• Ed Hagen

LGBTQ+, Explained

Updated: Dec 14, 2020

The LGBTQ+ movement has seen rapid change and progress in recent history meaning that, for those of us who aren’t directly involved in the struggle for equality, it can sometimes be slightly confusing.



But fear not! With some quick reading you can learn everything you need to know. Starting with the big question:


What does the term LGBTQ+ actually mean?


Lesbian

Women who are attracted emotionally, romantically and/or sexually to other women.


Gay

This generally refers to men who are attracted emotionally, romantically and/or sexually to other men, but can be applied to lesbian women as well.


Bisexual

An umbrella term for people who are emotionally, romantically and/or sexually attracted to both men and women. This can include people who identify as pansexual (see below).


Transgender

An umbrella term for everyone who does not feel that they are the gender they were assigned at birth.


(Tip: some people identify as transsexual which indicates that they’re pursuing medical changes. However, unlike Transgender, Transsexual is not an umbrella term and also has an offensive history and so should be avoided unless someone has explicitly identified themselves as transsexual.)

Queer/Questioning

Some LGBTQ+ people use this term as an all-inclusive term for everyone who isn’t straight and cisgender (meaning that your gender is the same as the sex assigned to you at birth i.e. most people).

However, queer can also be very offensive, having been used as a slur in the past.



What about the + bit?


The LGBTQ+ community is diverse and inclusive beyond a simple acronym and the + recognises this.


Intersex

People who are born with sexual characteristics (e.g. chromosomes or genitals) that do not fit the typical definitions for male or female bodies.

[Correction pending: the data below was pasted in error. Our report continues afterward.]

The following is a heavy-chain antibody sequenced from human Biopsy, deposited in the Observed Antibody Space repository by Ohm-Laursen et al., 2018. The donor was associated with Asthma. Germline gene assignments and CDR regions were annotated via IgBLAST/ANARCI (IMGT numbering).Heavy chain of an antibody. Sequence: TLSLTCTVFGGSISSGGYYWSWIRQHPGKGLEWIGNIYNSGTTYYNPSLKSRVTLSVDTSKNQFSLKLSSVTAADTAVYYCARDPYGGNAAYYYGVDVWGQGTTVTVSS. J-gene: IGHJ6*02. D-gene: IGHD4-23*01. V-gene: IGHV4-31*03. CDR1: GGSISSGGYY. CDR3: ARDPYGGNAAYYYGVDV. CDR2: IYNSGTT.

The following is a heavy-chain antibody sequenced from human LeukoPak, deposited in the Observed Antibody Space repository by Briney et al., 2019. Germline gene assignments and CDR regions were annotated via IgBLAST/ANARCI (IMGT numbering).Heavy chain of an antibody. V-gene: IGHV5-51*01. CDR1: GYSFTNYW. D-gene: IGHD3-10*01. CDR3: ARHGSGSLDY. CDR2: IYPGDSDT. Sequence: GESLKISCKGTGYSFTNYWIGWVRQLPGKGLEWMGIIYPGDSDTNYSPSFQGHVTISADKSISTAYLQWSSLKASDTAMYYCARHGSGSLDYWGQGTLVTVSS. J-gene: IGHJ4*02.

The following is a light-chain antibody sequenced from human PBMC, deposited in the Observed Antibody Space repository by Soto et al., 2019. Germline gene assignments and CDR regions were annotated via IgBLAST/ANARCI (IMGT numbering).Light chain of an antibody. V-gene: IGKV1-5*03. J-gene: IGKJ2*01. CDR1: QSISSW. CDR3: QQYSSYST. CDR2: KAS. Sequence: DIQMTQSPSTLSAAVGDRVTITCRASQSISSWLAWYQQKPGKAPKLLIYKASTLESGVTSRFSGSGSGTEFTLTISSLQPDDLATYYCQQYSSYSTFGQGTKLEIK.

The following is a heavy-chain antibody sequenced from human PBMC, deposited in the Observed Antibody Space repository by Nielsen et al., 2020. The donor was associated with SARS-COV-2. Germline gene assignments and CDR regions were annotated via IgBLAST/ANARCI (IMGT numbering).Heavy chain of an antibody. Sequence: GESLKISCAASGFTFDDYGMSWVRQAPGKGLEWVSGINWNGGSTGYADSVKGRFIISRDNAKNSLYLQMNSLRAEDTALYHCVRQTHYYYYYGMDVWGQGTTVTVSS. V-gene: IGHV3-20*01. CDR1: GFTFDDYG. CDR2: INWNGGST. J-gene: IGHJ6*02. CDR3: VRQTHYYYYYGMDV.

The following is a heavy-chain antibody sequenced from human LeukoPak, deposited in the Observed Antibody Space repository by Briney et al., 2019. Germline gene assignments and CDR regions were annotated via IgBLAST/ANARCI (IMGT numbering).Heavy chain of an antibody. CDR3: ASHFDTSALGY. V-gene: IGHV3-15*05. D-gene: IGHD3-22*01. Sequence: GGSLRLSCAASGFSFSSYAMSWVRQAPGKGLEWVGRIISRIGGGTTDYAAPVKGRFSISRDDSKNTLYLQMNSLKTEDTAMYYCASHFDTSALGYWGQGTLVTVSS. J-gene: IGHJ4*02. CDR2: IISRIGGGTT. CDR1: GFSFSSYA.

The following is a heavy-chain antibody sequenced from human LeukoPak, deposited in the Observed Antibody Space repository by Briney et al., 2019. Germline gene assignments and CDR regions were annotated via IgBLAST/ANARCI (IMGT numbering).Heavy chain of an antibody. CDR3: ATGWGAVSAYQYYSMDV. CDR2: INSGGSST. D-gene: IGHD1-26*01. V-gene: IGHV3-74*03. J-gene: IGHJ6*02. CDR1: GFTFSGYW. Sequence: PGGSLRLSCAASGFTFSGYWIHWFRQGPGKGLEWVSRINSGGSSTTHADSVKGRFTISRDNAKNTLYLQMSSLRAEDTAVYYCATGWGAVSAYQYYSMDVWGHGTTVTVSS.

Asexual

People who experience no or little sexual attraction (though they may experience romantic and emotional attraction).


Ally

This means straight and cisgender people who support the LGBTQ+ community.


Non-binary

This is a term for anyone who doesn’t fit into the traditional gender system of men and women.


Pansexual

This refers to people for whom gender identity plays little or no role in determining whether or not they’re attracted to someone. This means they may be attracted to men, women or non-binary people.



So, which term should I use?


Unfortunately, there is no agreed answer as there are a range of opinions.


Queer? Some LGBTQ+ people prefer this as an all-inclusive term, but others remain against it due to its use as a slur in the past.


Whilst LGBT+ and LGBTQ+ have advantages in familiarity and ease of learning (compared with longer initialisms such as LGBTQQIAAP), many people feel that an initialism should clearly include all identities.


Safest bet? LGBT+ or LGBTQ+.



Key points to remember


1. No one is defined by their sexuality or gender identity.

Differences in ethnicity, religion, culture and most importantly personality will always create diverse characters and opinions. The key is to be respectful and kind.


2. Although they may wish to, it is not an LGBTQ+ person’s responsibility to educate you on LGBTQ+ matters.

Luckily, this guide can help you instead 😏


3. Gender and sexuality are both spectrums.

Although humans love to place everything into categories to try to simplify and understand them, it just can’t be done with people & identities.


4. Change is inevitable.

Increasing visibility, use of more appropriate terms and more confidence are all signs of progress. This will likely continue in the future – celebrate it!


5. It is controversial.

Of course it is! For LGBTQ+ people, this is more than just an acronym. It is a flag waving for visibility, unity and recognition in the fight for an equal life. So, the most important thing is:


6. Be respectful.

C’mon, it’s really not that hard. Use the terms and pronouns that people prefer and we can all be better allies to one another.


How else can you show your support? Check out our guide on How to Be an Ally!

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